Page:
Based on 30 years of experience and observations in the field of nutrition, I’m 100% convinced that anyone, regardless of their unique physiology, can benefit from some form of carbohydrate-controlled diet. Every diet in existence, past and current, regardless of whether it’s plant or animal-based, low calorie or high calorie, can be put into one of three categories: low-carbohydrate, moderate-carbohydrate, or high-carbohydrate. Based on available research, low carbohydrate diets have proven to be the most effective for enhanced metabolism and weight loss, increased energy, appetite control, normalization of blood lipid profiles, normalization of blood sugar and insulin levels, and brain health. In my opinion, the carbohydrate diet that is MOST effective at helping someone achieve their weight loss goals is the ketogenic diet. Even more powerful is the combination of ketogenic eating and intermittent fasting (feast and famine). Folks, it doesn’t get any better than this for overall health and weight control. The Ketogenic diet is 65%+ fat, 15-25% protein, and 5-10% carbohydrates. When you go “keto” your liver turns fat into a form of energy called ketones (beta-oxidation of fatty acids into BHB, acetoacetate, and acetone). It’s like flipping a light switch from burning sugar to burning fat. Here is a shortlist of the many health benefits that clinicians and researchers have discovered when you “go keto”:
1) Improvements in memory, attention, seizure control, and learning capabilities.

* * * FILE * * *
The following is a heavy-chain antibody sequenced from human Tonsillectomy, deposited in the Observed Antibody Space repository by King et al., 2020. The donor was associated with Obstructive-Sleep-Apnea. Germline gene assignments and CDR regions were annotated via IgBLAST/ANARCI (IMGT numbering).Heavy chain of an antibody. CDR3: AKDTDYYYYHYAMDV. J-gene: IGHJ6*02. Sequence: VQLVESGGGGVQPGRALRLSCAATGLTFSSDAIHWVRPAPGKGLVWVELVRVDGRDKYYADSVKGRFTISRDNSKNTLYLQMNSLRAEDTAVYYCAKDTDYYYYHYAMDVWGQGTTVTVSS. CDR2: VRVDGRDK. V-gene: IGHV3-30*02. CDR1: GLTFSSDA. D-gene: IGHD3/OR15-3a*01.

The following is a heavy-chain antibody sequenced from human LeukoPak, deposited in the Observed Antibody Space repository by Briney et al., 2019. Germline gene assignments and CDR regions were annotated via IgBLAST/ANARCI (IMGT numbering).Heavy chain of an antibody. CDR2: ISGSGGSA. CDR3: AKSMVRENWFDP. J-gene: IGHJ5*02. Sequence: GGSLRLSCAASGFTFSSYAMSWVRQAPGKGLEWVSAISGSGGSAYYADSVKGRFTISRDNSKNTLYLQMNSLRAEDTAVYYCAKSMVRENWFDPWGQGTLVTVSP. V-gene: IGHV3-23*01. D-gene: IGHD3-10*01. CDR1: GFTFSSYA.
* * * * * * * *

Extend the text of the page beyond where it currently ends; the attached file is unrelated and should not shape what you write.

2) Neuroprotection. Benefits were seen in neuro-inflammation and neuro-degeneration.
3) Increases in antioxidant enzymes.
4) Improvements in gene expression for longevity.
5) Enhanced mitochondrial function and more energy.
6) significant reduction in insulin level and activity, which means less fat storage.
7) Decrease in tumor cell viability.
8) May lower blood pressure and triglycerides.
9) Improvements in gastrointestinal function.
10)Broad-spectrum anti-inflammatory effects.
If you are interested in transitioning to a ketogenic diet, or any low carbohydrate diet for that matter, I would be happy to assist you or answer any questions you may have. If you are a vegan or vegetarian and want to try a low carbohydrate diet, I would be happy to help you modify the ketogenic diet to meet your dietary preferences. If your goal is weight loss, I firmly believe that the ketogenic diet combined with intermittent fasting is the most effective way to lose weight. You will NOT accomplish permanent weight loss with a diet supplement, drug, or calorie-controlled diet. Folks, weight gain is under hormonal control not calorie intake, and unless you remove the refined carbohydrates and sugars that make you fat you will continue to gain weight. Adding a routine of intermittent fasting allows your body to survive off existing fat stores, which promotes healthy body fat loss among other benefits. Losing weight and getting healthy is not a temporary effort, rather it requires a permanent change in lifestyle and dietary habits!
Michael K Chase, MS, NTP
Nutrition Science and Dietetics